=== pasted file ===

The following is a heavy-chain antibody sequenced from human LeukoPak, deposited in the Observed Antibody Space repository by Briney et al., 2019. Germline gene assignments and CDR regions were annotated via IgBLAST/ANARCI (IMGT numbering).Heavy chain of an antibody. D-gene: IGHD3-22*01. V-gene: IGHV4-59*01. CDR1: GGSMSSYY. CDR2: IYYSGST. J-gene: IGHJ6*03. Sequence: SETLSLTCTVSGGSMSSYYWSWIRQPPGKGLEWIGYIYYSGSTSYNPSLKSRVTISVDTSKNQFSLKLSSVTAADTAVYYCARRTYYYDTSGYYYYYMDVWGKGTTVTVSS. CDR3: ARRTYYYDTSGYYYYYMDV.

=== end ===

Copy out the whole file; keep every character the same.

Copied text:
The following is a heavy-chain antibody sequenced from human LeukoPak, deposited in the Observed Antibody Space repository by Briney et al., 2019. Germline gene assignments and CDR regions were annotated via IgBLAST/ANARCI (IMGT numbering).Heavy chain of an antibody. D-gene: IGHD3-22*01. V-gene: IGHV4-59*01. CDR1: GGSMSSYY. CDR2: IYYSGST. J-gene: IGHJ6*03. Sequence: SETLSLTCTVSGGSMSSYYWSWIRQPPGKGLEWIGYIYYSGSTSYNPSLKSRVTISVDTSKNQFSLKLSSVTAADTAVYYCARRTYYYDTSGYYYYYMDVWGKGTTVTVSS. CDR3: ARRTYYYDTSGYYYYYMDV.